Ros 1 A scene from the show.

Niall Mac Eamharcaigh, who plays John Joe, has been a member of the cast for around 15 years.

Mac Eamharcaigh grew up in the Donegal Gaeltacht. As a gaelgóir, what does it mean to him to have an all-Irish soap on air for 20 years?

It means an awful lot, I think it’s very important to have a soap on twice a week. I wish it was on more often – I think it’s the backbone of the station really.

He praises the fact the show includes different dialects. “Going back a few years Donegal people would have difficulty understanding other dialects but those barriers were actually taken down first of all by Raidió na Gaeltachta. And now it’s been enhanced by TG4,” he adds.

He also says that having a show like Ros na Rún can act as inspiration for young gaelgóirs when it comes to their careers.

“If someone’s interested in a career or acting or doing something on TV, there is a huge opportunity there, something we didn’t have.”

But Mac Eamharcaigh says he is concerned about to what extent young people interact with Irish content.

I would meet a lot of young people from Dublin and they don’t even know where TG4 is, never mind the soap on TG4. And you know, I suppose that it’s a difficult target, the younger crowd, but it’s still important that they keep it going and I know [Raidió na Gaeltachta] did a lot, it helped.

“It became our small Hollywood here”


When Ros na Rún launched 21 years ago, it was the dawning of a new era for Irish television as Gaeilge. “It was very exciting because TnaG (now TG4) at the time had just come on air as well,” remembers Ní Fhlatharta.

“There was huge excitement. Here we were with a brand new television station, and around 10 miles up the road was a film lot. It became our small Hollywood here.”

Many of the crew members had come from TV training “into something completely new”. It was also a boon for the locals, says Ní Fhlatharta.

Even for people from Galway or Spiddal, to have this on your doorstep. And the employment it has created over the 21 years. We are a big enough hub here right in the heart of Spiddal.

Ros na Rún employs over 150 people. It shoots from Monday to Friday, and the type of shoot changes depending on the time of year.

“We are very much governed by daylight hours and the weather,” says Ní Fhlatharta.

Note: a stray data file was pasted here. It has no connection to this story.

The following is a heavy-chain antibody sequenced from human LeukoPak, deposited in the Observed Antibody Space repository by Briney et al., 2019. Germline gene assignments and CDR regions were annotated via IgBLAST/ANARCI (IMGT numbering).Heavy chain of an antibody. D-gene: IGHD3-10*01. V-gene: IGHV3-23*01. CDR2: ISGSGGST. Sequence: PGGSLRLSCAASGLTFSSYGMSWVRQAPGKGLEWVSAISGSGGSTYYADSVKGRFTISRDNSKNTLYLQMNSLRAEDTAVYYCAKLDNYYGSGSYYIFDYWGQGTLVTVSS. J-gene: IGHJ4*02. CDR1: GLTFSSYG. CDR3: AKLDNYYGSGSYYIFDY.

What’s the biggest challenge when making Ros na Rún? “Working through the Irish language is a challenge. Our pool of actors would be smaller because of the language issue and really we want all our cast to be fluent because it gives the characters that realism. But we are very strong on auditioning.”

They shoot for six months a year, from August to February, and this year held auditions in Dublin and Kerry.

Coffin shed - night 2-7-Edit-11

As a fluent Irish speaker, actor Colm Ó Fatharta loves acting in his native language.

“Personally, believe it or not, it’s much easier for me to act in Irish than in English,” he says.

“When I tell people I’m on Ros na Rún they’re like ‘it’s great’. They are proud of the Irish language [and say] they wish they spoke it more.

“Even the casting agents, when I say Ros na Rún they are very positive about it… it’s a bonus to have an actor have another language.”

21 years more

fry ros na run412 Stephen Fry makes a cameo appearance on the show in 2011. Andrew Downes Andrew Downes

And as for the future of the show?

“Let’s hope there’s the next 21 years and more hopefully,” says Deirdre Ní Fhlatharta.

[We hope] never to let it get stale – we have to keep looking at new ways to not make things different for the sake of it but we have to move with the times.

In the coming season, you’ll be seeing a lot of new faces, but you might also see an old face or two coming back.

“We have a great team – a terrific cast and crew, writers, production staff, and directors,” says Deirdre Ní Fhlatharta.

They are all very loyal to Ros na Rún – they just give so much and if it wasn’t for them, their enthusiasm, I have to say I don’t think Ros na Rún would ever be as good.

Finally, for those who might not have watched the show, what’s actor Colm Ó Fatharta’s advice?

“I would say definitely you should give it a go and it’s just very easy, it’s not a show where you have to watch it for weeks on end to get what’s happening, you can pick up very quickly what is happening in the village.”

Ros na Rún returns to TG4 on 6 September.

Read: “We put a GoPro down the toilet”: Here are the secret bits you don’t see in a TV show>

Read: Murder, grave digging and exploitation: These six images changed Ireland>